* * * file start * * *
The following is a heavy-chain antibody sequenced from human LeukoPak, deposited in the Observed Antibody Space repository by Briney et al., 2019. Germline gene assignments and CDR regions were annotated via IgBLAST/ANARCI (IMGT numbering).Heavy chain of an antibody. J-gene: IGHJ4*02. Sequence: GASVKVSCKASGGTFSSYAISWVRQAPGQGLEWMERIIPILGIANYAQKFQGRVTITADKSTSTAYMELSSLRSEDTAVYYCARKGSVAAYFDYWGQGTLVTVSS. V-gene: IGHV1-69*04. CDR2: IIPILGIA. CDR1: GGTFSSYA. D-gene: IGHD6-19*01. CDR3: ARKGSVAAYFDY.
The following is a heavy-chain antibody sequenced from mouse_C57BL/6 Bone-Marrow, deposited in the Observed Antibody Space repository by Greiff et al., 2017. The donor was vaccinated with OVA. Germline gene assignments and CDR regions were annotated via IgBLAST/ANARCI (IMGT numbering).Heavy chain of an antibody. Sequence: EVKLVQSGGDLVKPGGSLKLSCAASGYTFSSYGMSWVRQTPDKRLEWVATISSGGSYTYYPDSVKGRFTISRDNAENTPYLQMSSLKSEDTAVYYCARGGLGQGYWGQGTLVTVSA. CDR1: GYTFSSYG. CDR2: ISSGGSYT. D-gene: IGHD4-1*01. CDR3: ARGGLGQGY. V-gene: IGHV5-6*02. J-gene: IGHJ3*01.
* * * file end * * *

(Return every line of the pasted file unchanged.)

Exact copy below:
The following is a heavy-chain antibody sequenced from human LeukoPak, deposited in the Observed Antibody Space repository by Briney et al., 2019. Germline gene assignments and CDR regions were annotated via IgBLAST/ANARCI (IMGT numbering).Heavy chain of an antibody. J-gene: IGHJ4*02. Sequence: GASVKVSCKASGGTFSSYAISWVRQAPGQGLEWMERIIPILGIANYAQKFQGRVTITADKSTSTAYMELSSLRSEDTAVYYCARKGSVAAYFDYWGQGTLVTVSS. V-gene: IGHV1-69*04. CDR2: IIPILGIA. CDR1: GGTFSSYA. D-gene: IGHD6-19*01. CDR3: ARKGSVAAYFDY.
The following is a heavy-chain antibody sequenced from mouse_C57BL/6 Bone-Marrow, deposited in the Observed Antibody Space repository by Greiff et al., 2017. The donor was vaccinated with OVA. Germline gene assignments and CDR regions were annotated via IgBLAST/ANARCI (IMGT numbering).Heavy chain of an antibody. Sequence: EVKLVQSGGDLVKPGGSLKLSCAASGYTFSSYGMSWVRQTPDKRLEWVATISSGGSYTYYPDSVKGRFTISRDNAENTPYLQMSSLKSEDTAVYYCARGGLGQGYWGQGTLVTVSA. CDR1: GYTFSSYG. CDR2: ISSGGSYT. D-gene: IGHD4-1*01. CDR3: ARGGLGQGY. V-gene: IGHV5-6*02. J-gene: IGHJ3*01.